The Scholarship of Sports

If you haven’t yet received an expected a scholarship offer from school, be it Iowa or Tennesse, you shouldn’t worry – you’ve got plenty of time to receive one. Scholarships, as it turns out, are not as rare as most people would imagine: quite often a school with a reputation to uphold when it comes to sports (particularly football) will hand out scholarships to the tune of hundreds in order to find a perfectly-numbered team of players. – a popular sporting site – collated a ranking system based on the data which was gathered by another site, This data suggests that out of the various schools known for their sporting teams, Tennessee had made over three hundred offers already for the incoming class of 2018, while other classes have nearly reached four hundred scholarship offers (Cyclones). Other schools are all around the same mark, with Northwestern University being the clear outlier by only offering seventy two offers of scholarship.

While scholarships are supposed to be highly limited in number, and only allocated to a few select students, the higher numbers in this case do make a lot of sense. While most scholarships are kept for those students who (it is thought) will show deep commitment to the school and their education, possibly in return for the scholarship. Football and other sports do not need this type of commitment, so they can be more free and easy with their emphasis on commitment, and thus send out more scholarships. This can leave a lot of people wondering what a scholarship really means, and if it means anything special. But inside sources have said that sometimes it really just says that people at the school want to recruit the potential player they have found.

Northwestern, the school which gives out the least amount of scholarships, still recruits in the way we normally think of recruiting as happening – a player has to send a tape for inspection, the coaches also scrutinise his academic abilities, they try and get to know via interview, and only if they are satisfied do they then offer him a scholarship. It is worth a lot of money, after all.

This method not only helps the school to better understand whether or not they would be making an investment or not, but can also help them to discover whether or not a student is dedicated, or whether he makes use of some custom writing company and similar things in his/her educational career.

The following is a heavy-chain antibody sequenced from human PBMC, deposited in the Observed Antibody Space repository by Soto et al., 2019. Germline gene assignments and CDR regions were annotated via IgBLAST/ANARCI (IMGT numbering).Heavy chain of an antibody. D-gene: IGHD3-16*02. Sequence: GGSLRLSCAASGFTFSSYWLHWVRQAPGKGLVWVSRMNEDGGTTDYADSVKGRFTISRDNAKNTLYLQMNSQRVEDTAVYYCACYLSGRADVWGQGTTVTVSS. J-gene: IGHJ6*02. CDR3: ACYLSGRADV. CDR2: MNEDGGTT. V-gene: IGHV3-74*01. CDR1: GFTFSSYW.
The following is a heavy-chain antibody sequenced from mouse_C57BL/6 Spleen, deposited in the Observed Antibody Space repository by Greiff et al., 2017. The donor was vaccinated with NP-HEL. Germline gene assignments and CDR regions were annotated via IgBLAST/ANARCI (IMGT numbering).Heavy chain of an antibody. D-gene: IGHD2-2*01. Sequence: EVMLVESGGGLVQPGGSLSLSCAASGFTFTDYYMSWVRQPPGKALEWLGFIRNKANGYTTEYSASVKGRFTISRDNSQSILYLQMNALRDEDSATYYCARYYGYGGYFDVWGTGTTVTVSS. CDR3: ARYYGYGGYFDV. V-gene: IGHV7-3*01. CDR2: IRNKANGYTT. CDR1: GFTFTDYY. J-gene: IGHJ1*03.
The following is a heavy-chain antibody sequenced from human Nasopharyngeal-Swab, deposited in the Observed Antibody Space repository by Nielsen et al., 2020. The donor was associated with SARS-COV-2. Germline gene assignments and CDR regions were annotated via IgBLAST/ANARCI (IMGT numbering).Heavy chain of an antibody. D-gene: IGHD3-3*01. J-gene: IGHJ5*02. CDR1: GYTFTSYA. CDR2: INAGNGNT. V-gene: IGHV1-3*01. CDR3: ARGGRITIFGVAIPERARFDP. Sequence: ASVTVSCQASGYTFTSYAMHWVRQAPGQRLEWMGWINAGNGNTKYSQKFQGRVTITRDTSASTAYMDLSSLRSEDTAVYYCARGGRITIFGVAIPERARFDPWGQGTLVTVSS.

The recruiting system at other schools is essentially flipped over, simply because a verbal contract is not legally binding in any way. Rather than lose a potential player because they didn’t offer a scholarship and another school did, the scholarships are just handed out to everyone who might be an asset.

The way in which scholarships work is sometimes stigmatised, due to the logical conclusions which people come to. If the practise is to simply give scholarships to as many people as possible, then logically not all of them will be good, or be a credit to the team which has them. Brian Ferentz from Iowa was unsure what an offer was, in the context of the way in which scholarship was now handled in different schools around the country. If scholarships are given to everybody and anybody who might want to come to the school, what sets them apart from the people who didn’t get a scholarship?

In this case, Iowa is confirming these words by following Northwestern in offering the lowest number of scholarships for the entry class of 2018. On the other side of this is Indiana, but their coach has equally valid reasons for the move, since to his mind, if an offer wasn’t made by one school it would be made by another sooner or later. A scholarship may not be accepted, but sending it out does give a possible in for the school. Additionally, sending out scholarships is something is done on a national level, so the whole nation is aware of the way in which IU is approaching the team.

So far, in giving out three hundred and eighteen potential scholarships, Indiana only have fourteen commitments (verbal ones at that), with two of them being offensive linemen. The key, according to Indiana, is to communicate freely with everyone involved.

According to, Northwestern extended offers to five different quarterbacks, and after one of them responded, the school went to the next stage in the process. When the positions on the various teams are filled up, then the process is complete, and others are contacted to be made aware that they are not looking for anybody else in that position. The school does still have an offer extended to one particular student, but his offer list ranges into over forty one schools, because of a type of recruitment which is commonly known as Costco-recruitment in certain circles.

The problem with this style of recruiting (at least from the school’s perspective), of course, is that so many schools are handing out scholarships that it is no longer about true talent.